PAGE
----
General Motors sent a complete working chassis for the new 1963 Corvette to Italy. The car was equipped with a 327-ci, 360-hp, Rochester fuel-injected V8, power brakes, AM/FM radio, 4-speed synchromesh transmission, and heater/defroster. The stock chassis, running gear, and instrumentation of the Rondine are identical to that of a 1963 Corvette Split-Window coupe.

Two versions of the Rondine were actually built, each with different rooflines (the other featuring an inward-slanting rear window with the roof cut off at the B-pillar). Pictures show headrest seats on the cut-off window version, an option that was not available on Corvettes until 1966.

Rondine is Italian for “swallow,” and you can readily see classic lines mimicking that bird on the back side of this Corvette. Swooping tailfins below the sight line, 90-degree bumpers, and horizontal brake and back-up lenses clearly differentiate this Corvette from its GM counterparts. As mentioned above, the hand-fabricated rear glass does not carry the iconic split window from 1963. A quick-fill gas lid is used in place of the standard 1963 roller door and cap.

The hood is much longer than standard; a center-mounted horizontal grille shell provides greater airflow to the radiator, and the turn signals protrude from the body above the front bumpers. Original T-3 bulbs are still installed in the body-blended, fixed headlights; rotating buckets were not used on the Rondine.

Wheel covers must be the only four in existence

The custom wheel covers with attached three-bar knockoff spinners are certainly the only four in existence. They are similar to the stock ’63 hubcap but have a series of raised concentric circles with radial fins protruding out from the center of each cap.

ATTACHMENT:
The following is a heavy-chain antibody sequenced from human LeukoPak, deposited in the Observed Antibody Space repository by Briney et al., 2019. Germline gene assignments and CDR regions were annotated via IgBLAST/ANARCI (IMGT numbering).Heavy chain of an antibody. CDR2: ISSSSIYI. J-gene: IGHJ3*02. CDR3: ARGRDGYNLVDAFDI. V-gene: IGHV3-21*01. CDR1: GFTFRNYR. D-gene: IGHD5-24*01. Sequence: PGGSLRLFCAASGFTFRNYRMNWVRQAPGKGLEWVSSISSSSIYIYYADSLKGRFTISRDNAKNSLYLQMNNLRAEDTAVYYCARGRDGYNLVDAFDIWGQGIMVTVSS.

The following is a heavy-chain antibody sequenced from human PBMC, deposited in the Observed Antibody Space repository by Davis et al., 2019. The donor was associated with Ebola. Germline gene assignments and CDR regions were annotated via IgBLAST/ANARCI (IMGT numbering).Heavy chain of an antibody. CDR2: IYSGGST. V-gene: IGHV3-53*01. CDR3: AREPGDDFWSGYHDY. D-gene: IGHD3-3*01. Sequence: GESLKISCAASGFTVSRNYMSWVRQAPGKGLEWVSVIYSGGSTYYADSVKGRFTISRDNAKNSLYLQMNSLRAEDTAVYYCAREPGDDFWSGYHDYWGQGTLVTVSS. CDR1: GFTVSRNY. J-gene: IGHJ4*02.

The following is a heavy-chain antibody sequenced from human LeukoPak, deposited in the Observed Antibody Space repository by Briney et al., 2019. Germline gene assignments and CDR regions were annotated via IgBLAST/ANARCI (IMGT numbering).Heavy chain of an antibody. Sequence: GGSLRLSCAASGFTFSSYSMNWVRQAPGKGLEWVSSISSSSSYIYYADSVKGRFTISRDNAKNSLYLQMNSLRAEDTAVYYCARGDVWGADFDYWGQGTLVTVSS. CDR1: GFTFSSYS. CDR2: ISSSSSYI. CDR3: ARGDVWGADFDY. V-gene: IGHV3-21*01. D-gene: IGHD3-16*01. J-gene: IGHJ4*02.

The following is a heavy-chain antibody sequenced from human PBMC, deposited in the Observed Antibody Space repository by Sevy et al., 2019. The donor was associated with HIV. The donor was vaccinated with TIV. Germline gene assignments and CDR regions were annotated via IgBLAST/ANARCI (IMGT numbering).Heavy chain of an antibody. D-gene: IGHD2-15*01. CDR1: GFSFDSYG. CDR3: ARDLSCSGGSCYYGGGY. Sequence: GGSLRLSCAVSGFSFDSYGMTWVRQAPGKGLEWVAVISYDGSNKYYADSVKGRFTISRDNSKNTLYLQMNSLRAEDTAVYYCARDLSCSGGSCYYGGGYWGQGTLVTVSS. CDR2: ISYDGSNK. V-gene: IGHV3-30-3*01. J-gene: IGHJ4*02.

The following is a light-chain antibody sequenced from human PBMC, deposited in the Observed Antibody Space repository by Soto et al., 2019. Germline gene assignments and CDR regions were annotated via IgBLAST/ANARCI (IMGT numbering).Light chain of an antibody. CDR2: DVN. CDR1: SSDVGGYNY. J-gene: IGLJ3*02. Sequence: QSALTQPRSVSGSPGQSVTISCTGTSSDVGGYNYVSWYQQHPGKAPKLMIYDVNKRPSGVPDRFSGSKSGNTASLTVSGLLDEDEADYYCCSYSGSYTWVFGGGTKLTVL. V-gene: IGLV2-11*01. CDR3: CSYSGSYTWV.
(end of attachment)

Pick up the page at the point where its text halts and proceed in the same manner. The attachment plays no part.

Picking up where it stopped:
The interior is significantly different from original, with the exception of the dash cluster, radio, and heater. The white, full-leather seats and door panels are custom, as is a teak steering wheel. This Corvette option, from the Howard Miller Clock Company in Michigan, was not available from GM until 1965. Several early pictures of the Rondine show a standard black steering wheel; however, this teak wheel could well have been a prototype, like the seat design, which was closer to the one used by GM from 1965 to 1967. Of note is that the Rondine has neither a VIN tag nor trim tag, since it was not fully manufactured by GM.

The Rondine is now part of the collection of Michael Schudroff and on the showroom floor of Carriage House Motor Cars in Greenwich, Connecticut. It’s difficult to say whether the Rondine was well bought or well sold. The counter bidder was from the Blackhawk Collection in Northern California. If this Corvette had not been a feature car and on Speed TV Saturday afternoon, I don’t believe it would have brought anywhere near the selling price.

In terms of rare Corvettes, the limited-production ’62 Gulf Oil, fuel-injected, Le Mans-winner, the 1966 Penske L88/M22 race car (“They never made one!”), and the original Grand Sports are each worth millions of dollars. The market for all of them is strong and their race history and provenance are proven.

Are these cars a better investment? I believe so, but time will tell, and in fairness, the Rondine is a completely different kind of investment. Styling cars have become their own market in great part because of televised auctions. In many ways, this is a good thing, as the wide reach of television has made auctions—and higher collector car values—a part of our collector car culture